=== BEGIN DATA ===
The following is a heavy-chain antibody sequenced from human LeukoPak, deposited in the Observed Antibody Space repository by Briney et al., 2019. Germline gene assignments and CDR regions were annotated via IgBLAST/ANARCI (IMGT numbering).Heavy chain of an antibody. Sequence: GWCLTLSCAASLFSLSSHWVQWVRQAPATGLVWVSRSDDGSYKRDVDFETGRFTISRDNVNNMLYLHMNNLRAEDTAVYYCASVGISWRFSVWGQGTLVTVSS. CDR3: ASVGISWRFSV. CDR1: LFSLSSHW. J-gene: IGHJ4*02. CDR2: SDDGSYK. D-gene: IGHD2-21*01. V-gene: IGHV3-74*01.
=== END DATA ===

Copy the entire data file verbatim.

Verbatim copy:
The following is a heavy-chain antibody sequenced from human LeukoPak, deposited in the Observed Antibody Space repository by Briney et al., 2019. Germline gene assignments and CDR regions were annotated via IgBLAST/ANARCI (IMGT numbering).Heavy chain of an antibody. Sequence: GWCLTLSCAASLFSLSSHWVQWVRQAPATGLVWVSRSDDGSYKRDVDFETGRFTISRDNVNNMLYLHMNNLRAEDTAVYYCASVGISWRFSVWGQGTLVTVSS. CDR3: ASVGISWRFSV. CDR1: LFSLSSHW. J-gene: IGHJ4*02. CDR2: SDDGSYK. D-gene: IGHD2-21*01. V-gene: IGHV3-74*01.